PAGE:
In Python, is there a concise way to use a list comprehension with multiple iterators? - Stack Overflow

admin2022-06-14  100

Basically, I would like to build a list comprehension over the "cartesian product" of two iterators. Think about the following Haskell code:

[(i,j) | i <- [1,2], j <- [1..4]]

which yields

[(1,1),(1,2),(1,3),(1,4),(2,1),(2,2),(2,3),(2,4)]

Can I obtain a similar behavior in Python in a concise way?

Answers:

Basically, I would like to build a list comprehension over the "cartesian product" of two iterators. Think about the following Haskell code:

[(i,j) | i <- [1,2], j <- [1..4]]

which yields

[(1,1),(1,2),(1,3),(1,4),(2,1),(2,2),(2,3),(2,4)]

Can I obtain a similar behavior in Python in a concise way?

Answers:

Are you asking about this?

[ (i,j) for i in range(1,3) for j in range(1,5) ]

Answers:

Cartesian product is in the itertools module (in 2.6).

>>> import itertools
>>> list(itertools.product(range(1, 3), range(1, 5)))
[(1, 1), (1, 2), (1, 3), (1, 4), (2, 1), (2, 2), (2, 3), (2, 4)]

Answers:

Fun fact about the nested comprehension: it mimics nested "for" loops, so the inner ones can use values from outer ones. This isn't useful in the cartesian product case, but good to know. For example:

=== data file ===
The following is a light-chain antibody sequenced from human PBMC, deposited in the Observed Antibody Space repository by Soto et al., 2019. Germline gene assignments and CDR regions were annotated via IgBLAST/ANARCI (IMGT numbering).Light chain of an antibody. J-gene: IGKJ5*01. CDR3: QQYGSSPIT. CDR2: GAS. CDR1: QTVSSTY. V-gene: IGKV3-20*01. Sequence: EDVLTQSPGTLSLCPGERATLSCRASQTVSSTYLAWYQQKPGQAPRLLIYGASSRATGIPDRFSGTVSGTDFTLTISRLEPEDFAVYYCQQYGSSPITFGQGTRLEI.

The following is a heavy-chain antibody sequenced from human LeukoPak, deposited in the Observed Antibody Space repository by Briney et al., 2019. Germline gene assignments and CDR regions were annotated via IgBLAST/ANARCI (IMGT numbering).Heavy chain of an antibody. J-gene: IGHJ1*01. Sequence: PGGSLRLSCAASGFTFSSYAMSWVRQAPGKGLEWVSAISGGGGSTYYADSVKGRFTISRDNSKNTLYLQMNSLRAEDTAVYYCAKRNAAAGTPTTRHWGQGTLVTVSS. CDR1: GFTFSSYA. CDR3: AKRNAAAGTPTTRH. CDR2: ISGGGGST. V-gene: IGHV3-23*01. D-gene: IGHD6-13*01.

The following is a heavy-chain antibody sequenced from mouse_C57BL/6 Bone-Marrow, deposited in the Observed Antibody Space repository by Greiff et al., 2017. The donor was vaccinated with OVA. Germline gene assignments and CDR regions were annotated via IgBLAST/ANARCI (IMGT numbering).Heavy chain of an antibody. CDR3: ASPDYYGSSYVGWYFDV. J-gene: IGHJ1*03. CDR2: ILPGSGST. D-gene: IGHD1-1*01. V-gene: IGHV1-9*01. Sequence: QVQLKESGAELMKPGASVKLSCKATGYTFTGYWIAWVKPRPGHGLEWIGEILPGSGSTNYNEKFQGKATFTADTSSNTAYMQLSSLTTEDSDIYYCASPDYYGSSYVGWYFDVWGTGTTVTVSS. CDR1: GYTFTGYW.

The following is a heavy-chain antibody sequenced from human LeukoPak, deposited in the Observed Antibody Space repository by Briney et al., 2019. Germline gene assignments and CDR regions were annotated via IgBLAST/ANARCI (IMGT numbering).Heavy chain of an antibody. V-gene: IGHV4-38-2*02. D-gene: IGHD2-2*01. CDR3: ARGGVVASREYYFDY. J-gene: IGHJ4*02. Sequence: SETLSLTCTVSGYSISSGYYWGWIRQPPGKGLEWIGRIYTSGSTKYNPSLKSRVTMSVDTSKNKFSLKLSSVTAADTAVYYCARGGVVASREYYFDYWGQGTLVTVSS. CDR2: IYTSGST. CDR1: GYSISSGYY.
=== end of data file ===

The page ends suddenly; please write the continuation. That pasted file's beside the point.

[ (i,j) for i in range(10) for j in range(i) ] 

generates all pairs (i,j) where 0>=i>j>10.

Answers:

This seems to do what you describe:

[[a,b] for a in range(1,3) for b in range(1,5)]

UPDATE: Drat! Should have reloaded the page to see S.Lott's answer before posting. Hmmm... what to do for a little value-add? Perhaps a short testimony to the usefulness of interactive mode with Python.

I come most recently from a background with Perl so with issues like this I find it very helpful to type "python" at the command line and drop into interactive mode and just a)start trying things, and b)refine the niceties by hitting up-arrow and adjusting my previous attempt until I get what I want. Any time I'm hazy on some keyword, help is at hand. Just type: help("some_keyword"), read the brief summary, then hit "Q" and I'm back on line in direct conversation with the python interpreter.

Recommended if you are a beginner and not using it.

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